Point-of-Care Testing (POCT) relates to an alternative to core laboratory testing. It is an option for conducting laboratory testing closer to the patients – such as an emergency room, IC unit, operating room, physician’s office, or an ambulatory care clinic.
popularity of POCT continues to increase, and the options for methods
and devices continue to expand. Employing POCT has several
advantages that aid in increasing the efficiency of services. POCT
offers results within minutes as opposed to hours, and at the same
time can improve patient outcomes.
tests do more with less sample volume than tests performed in the
laboratory. The devices used are more compact, require less blood,
and have electronic information management.
Variations in the testing environment and conditions, however, affect the validity of laboratory testing outside the laboratory.
Another challenge is that the technical and operational factors will always be a major contributor to the quality and accuracy of POCT analysis. In other words, the competency of the nurses performing the tests can influence the validity of the results.
A great number of these nurses and other staff who perform POCT do not have essential training as laboratory staff. They also possibly have little knowledge about the required processes involved in testing. These processes include patient preparation, collecting and retrieving samples, calibration and maintenance of instruments, quality assurance, interpretation of results and documentation for the patient’s distinct context.
These nurses and staff need to be regularly trained and gain adequate experience to ensure test results are accurate and reliable.
Since POCT offers quicker results, there is the possibility of inaccuracy and difficulty performing/documenting controls and calibrations. This is because the technical training of the nurses may not be comparable to traditional laboratory staff in a central laboratory.
While point-of-care testing presents the possibility for improved care, realizing beneficial results depend on the balance of quality and clinical need. Both of these are centered on the nurses’ competence. The convenience of POCT too often results in poor quality and over-utilization that raise the cost of care.
Point of care testing as a remote expansion of the laboratory produces medical information that leads to clinical action. When the device is used inappropriately, incorrect results are produced. Further diagnostic intervention can result in increased healthcare costs and risks to the patient.
Managing the state of POCT requires an interdisciplinary team approach. Since the testing is performed on the medical unit by the nurses with immediate interpretation, the laboratory must ensure test quality through the clinicians.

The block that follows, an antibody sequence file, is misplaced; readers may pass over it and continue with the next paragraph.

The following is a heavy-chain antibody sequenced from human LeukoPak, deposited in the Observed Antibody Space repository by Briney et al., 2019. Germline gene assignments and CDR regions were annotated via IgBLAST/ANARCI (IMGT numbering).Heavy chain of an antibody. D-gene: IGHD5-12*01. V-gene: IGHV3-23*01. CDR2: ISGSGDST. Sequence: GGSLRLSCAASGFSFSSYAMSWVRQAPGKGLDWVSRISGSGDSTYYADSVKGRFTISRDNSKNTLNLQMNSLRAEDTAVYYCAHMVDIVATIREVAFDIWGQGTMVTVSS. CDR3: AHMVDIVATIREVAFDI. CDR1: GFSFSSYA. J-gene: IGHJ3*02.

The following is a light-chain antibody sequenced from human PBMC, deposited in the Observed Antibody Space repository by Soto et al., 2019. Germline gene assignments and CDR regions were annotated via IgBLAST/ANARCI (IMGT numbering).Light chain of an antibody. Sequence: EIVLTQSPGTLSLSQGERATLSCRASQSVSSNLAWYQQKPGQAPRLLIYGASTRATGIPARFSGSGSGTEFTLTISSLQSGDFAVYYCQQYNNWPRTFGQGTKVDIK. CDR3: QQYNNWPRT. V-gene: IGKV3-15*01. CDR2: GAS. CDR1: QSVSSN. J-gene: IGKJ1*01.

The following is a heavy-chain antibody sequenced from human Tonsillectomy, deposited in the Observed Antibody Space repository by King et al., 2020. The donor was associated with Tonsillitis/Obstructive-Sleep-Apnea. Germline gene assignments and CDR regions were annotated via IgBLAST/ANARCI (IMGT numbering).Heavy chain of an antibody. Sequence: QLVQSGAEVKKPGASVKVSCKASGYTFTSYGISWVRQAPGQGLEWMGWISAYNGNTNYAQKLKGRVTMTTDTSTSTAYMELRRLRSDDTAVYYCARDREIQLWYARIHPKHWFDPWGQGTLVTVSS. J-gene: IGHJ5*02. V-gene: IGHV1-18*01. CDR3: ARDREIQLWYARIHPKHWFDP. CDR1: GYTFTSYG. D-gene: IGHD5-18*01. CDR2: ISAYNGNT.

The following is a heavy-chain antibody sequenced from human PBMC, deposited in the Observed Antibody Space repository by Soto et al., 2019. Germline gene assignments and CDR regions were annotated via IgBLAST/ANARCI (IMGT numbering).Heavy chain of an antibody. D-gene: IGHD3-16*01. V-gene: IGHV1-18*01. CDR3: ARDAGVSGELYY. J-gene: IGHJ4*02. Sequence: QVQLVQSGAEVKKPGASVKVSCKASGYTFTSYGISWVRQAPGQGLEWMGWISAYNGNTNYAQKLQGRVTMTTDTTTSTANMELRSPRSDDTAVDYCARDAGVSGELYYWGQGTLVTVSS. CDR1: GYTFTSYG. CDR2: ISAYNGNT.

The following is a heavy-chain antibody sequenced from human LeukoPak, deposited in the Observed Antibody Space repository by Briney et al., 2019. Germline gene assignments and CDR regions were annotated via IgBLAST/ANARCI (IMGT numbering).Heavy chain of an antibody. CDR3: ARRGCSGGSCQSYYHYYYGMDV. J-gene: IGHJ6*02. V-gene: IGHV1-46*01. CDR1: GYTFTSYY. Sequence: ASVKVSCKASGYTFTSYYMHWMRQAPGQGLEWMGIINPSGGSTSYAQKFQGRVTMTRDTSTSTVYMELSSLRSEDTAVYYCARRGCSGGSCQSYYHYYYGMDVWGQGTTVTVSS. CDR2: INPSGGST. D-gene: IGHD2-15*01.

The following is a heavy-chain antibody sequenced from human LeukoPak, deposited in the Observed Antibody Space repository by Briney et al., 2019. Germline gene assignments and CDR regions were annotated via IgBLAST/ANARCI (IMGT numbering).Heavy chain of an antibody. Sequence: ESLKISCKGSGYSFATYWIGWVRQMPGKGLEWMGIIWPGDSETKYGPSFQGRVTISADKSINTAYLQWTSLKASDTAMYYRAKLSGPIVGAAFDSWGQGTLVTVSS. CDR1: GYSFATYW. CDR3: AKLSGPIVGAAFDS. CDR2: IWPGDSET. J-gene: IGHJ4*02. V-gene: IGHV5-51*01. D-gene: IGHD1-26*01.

The potential of point-of-care testing for faster test results does not fundamentally assure improved patient outcomes. Only through the participation of the laboratory on interdisciplinary management teams can the utilization of POCT be optimized for patient benefit.
A major function of the interdisciplinary committee will be to choose appropriate POCT technologies that will match the needs of various patient populations. While the use of a single device may be the easiest means of managing POCT, technical limitations may exclude a given method from wide adoption.
Many formal and professionally based standards and guidelines for POCT abound. They outline the best way to implement, manage, check and maintain the performance quality of POCT. Most professionally based guidelines follow a similar approach and provide similar information. This usually includes specific references to staff training and competency assessment.
constitutes competency and its assessment are critical when
discussing POCT, as those definitions will be gathered from the
agencies auditing a POCT program. The founding of a POCT quality
assurance program requires an appreciation of clinical need, and
expertise in the technical aspects of POCT devices. Above all, it
requires the willingness work on an interdisciplinary healthcare
For POCT, nurses’ performances are dependent on motivation, technical competency, and the complexity of the testing device. The Quality assurance of POCT considers both analytical effects on the device and ensures that the nurses consistently interact with the devices.
Initial training should be standardized so that the same information is delivered identically. This can be accomplished through the use of training checklists, written procedures, demonstrations, electronic tools, and even videotapes. Nothing, however, compares to a validation of the actual performance of the nurse both before initial use and at frequent ongoing intervals. This is to ensure the same level of performance over time.
Also, agencies such as the Joint Commission ensure that documented procedures for POCT exist, appropriate quality control is performed, and the nurses have specific training on the devices. They also check that the ongoing nurses’ competency is documented. Additionally, a result trail can be built linking the test result to the nurse (and their training) and the device (and quality control performed on that device).
More guidelines for more complex POCT require on-site laboratory guidance, validation of devices, daily sign-off of patient results, and inclusion in institutional policies. This is for performance improvement, leadership, human resources, and management of information.
In summary, Point-of-care testing allows the potential for instant test results and corrective action. However, simply offering POCT on a medical unit does not assure a beneficial patient outcome. Delays in physician acknowledgment, over-utilization of POCT, and inconsistencies in quality can increase healthcare costs and risks to the patient.
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